Thanks,

Alyssa
 

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Discussion Starter #15
I agree with the advice you've been given. Your trainer with good intentions is helping to reinforce the fear by telling you to walk away. You're job is being a shield for your fearful dog.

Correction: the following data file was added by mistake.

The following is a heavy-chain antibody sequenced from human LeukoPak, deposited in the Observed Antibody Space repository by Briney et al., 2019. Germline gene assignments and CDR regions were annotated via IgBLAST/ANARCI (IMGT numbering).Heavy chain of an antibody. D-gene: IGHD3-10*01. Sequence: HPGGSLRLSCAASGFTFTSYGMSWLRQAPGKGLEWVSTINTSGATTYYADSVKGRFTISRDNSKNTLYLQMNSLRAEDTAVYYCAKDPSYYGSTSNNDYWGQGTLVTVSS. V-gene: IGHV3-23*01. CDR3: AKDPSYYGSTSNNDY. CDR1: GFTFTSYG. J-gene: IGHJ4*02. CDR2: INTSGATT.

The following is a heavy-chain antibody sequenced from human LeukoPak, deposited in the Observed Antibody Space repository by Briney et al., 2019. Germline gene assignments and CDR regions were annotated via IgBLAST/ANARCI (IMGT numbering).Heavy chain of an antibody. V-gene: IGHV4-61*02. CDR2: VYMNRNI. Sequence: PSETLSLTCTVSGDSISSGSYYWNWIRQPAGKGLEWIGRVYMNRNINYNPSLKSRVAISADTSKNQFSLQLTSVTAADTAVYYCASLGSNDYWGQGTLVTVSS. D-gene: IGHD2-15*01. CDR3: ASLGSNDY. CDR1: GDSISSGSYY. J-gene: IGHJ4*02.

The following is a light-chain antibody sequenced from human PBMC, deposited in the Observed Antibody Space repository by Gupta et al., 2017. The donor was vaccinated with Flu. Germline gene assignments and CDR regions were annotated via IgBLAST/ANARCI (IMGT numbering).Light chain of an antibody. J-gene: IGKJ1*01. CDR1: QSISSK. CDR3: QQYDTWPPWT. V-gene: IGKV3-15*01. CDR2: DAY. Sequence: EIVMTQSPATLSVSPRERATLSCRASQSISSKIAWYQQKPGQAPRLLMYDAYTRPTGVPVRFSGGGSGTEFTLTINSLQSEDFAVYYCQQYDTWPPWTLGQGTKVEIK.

This is where dog parks have their only good use that I've experienced. To illustrate: I adopted a two year old GSD that is/was dog fear aggressive. I take her to the dog park and sit outside the fence, so the fence can be my shield while I work with her. We've been doing this for six months--no going inside (and we never will, but dog parks are a whole separate conversation). We started at a good distance, on leash, and now we can walk the perimeter off leash if the parking lot is free of humans/pets, and she 90% doesn't bother with dogs who come near the fence unless their body language is domineering/aggressive. I calmly and quietly put her right back on leash if a car pulls in or someone decides to leave, and I distract her by running through tricks. Chilling outside the dog park is the only way and place where she earns cheese and that's a motivator and a half for this particular dog. She walks better on a leash now--I don't have to use a cage type muzzle anymore. I still use a nylon mesh muzzle on walks during busy pedestrian times of day so I can give her training treats more easily for good reactions. If she starts responding to *anything*, a twitch, a misstep, a change in speed, I put her on the side of me away from the trigger and keep walking without acknowledging her. It's become a pattern she recognizes and she calms much sooner than when I got her (she used to buck and freak out, and that absolutely sucked with a 100lb dog).